With new building regulations and ambitious targets for carbon reduction, it is important for all buildings in the UK to maximise their potential in terms of energy efficiency. KNX technology, which celebrated its 20th anniversary in October, can play a key role in achieving this. Revisions to Approved Document L of the Building Regulations has recently come into force, meaning that practical measures to make buildings more energy efficient will help in cutting emissions as we strive for a zero carbon future.
To achieve this, KNX Open Standard building technology is playing an increasingly prominent role in maximising the combined reduction in energy usage by all the key building services.
Today’s commercial buildings are far more energy efficient in design than they were – even as little as five years ago. However, there is a limit to the efficiency that can be achieved through traditional design and materials alone. In the past, buildings have been designed as ‘insulated elements’ from their environment.
Indoor comfort – visual, thermal and air quality – has been delivered by over designing artificial lighting and HVAC systems. Furthermore, the traditional fragmented approach to the management of building services has been another hindrance to achieving optimum energy efficiency. For example, the creation of an energy efficient heating system has frequently ignored other factors such as the need for complementary ventilation and the impact of solar gain.
Meeting legislation requirements
As well as revisions to Approved Document L, the impact of regulations such as CRCEES and the demands of the European EPBD regulations mean that building managers and owners need to take increasingly more effective measures to realise reduced energy consumptions and avoid financial penalties.
The need for a holistic approach to building control systems which connects and unites all the services, has never been greater, as such a tactic can cut through the boundaries of proprietary technology and maximise energy saving potential.
Central to this is the concept of bioclimatic facades through which the facade or skin of a building is used to manage/control the effects of outside environmental factors – solar gains, light, air temperature, air quality, noise and so on.
By using this approach buildings can be reintegrated into their environment and benefit from the abundant availability of natural light, solar energy and wind. This approach also creates an energy efficient, comfortable indoor environment which focuses on the demands of the building’s occupants and achieves the energy reduction aims of the building’s stakeholders.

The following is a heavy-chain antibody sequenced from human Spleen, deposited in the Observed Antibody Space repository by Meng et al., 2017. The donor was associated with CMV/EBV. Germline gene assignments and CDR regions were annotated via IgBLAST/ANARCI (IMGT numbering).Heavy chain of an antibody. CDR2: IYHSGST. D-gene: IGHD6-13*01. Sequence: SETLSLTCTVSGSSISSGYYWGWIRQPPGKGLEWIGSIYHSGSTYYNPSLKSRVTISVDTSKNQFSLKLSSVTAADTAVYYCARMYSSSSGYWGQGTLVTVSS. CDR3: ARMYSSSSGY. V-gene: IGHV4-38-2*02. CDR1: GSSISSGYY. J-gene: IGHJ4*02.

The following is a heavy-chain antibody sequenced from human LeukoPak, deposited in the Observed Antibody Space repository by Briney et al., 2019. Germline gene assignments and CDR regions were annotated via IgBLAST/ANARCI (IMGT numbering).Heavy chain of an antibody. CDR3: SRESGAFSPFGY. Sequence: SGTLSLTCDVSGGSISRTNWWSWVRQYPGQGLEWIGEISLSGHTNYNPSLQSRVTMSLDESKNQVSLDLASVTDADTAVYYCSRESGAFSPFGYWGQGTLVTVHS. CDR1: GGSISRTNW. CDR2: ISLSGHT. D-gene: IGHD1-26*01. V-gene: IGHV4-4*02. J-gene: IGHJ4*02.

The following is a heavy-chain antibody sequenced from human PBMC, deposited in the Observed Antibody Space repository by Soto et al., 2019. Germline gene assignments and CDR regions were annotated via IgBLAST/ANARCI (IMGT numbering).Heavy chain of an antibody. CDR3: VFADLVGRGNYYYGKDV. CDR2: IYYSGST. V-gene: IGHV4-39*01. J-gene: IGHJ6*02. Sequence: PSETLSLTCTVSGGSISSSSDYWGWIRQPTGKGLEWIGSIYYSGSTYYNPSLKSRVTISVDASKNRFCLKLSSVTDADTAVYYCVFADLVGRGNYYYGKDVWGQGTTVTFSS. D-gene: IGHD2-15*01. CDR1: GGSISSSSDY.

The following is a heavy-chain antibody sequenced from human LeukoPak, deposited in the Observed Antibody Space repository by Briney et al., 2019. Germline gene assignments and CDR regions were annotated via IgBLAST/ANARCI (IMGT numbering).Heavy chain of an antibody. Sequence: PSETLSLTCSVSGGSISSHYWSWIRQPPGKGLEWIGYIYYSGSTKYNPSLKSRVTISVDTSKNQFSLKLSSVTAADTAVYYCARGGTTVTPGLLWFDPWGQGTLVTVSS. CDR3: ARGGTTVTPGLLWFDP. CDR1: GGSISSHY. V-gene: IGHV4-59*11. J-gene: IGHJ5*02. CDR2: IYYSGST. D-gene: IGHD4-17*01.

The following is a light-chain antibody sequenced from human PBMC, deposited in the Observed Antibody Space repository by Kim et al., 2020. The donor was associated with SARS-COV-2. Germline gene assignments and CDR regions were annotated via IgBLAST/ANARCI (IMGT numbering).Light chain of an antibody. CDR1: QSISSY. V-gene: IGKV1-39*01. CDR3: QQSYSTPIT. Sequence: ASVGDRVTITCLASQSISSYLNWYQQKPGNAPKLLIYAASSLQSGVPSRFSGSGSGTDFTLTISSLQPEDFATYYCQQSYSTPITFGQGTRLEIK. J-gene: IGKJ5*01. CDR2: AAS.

By managing the facade through KNX controlled solar shading, such as blinds and shutters, the indoor environment can be closely controlled and adjusted as required. In terms of lighting control, the approach is to prioritise the use of natural light and then add-on artificial lighting where and when required.
Controls, such as presence detectors and timers next to, for example, high efficiency LED lighting, will allow the lighting levels required by the user to be met in a totally energy efficient way.
With HVAC, the main issues within a building are those of solar gain and internal heating loads. By using or blocking the solar energy, in the right way through effective facade management, not only can the result be a reduced capital investment requirement in terms of smaller capacity appliances/boilers, but also operational costs will be reduced.
Using KNX to control devices for integrated facade management and other building services becomes a cost neutral investment as energy savings can be made immediately to offset any investment.
Through KNX, facade products are integrated seamlessly with other building services and their performance can be monitored using smart metering. The information can be diagnosed via the internet or LAN to provide a complete real time picture of energy consumption and appliances can be adjusted and managed accordingly.
An event to celebrate 20 years of KNX technology was held in London during October, and served to highlight the green credentials and environmental benefits of KNX technology in today’s commercial and residential buildings. Key to the event were presentations from prominent KNX members on how KNX can integrate building facades, lighting control and HVAC systems to maximise energy savings.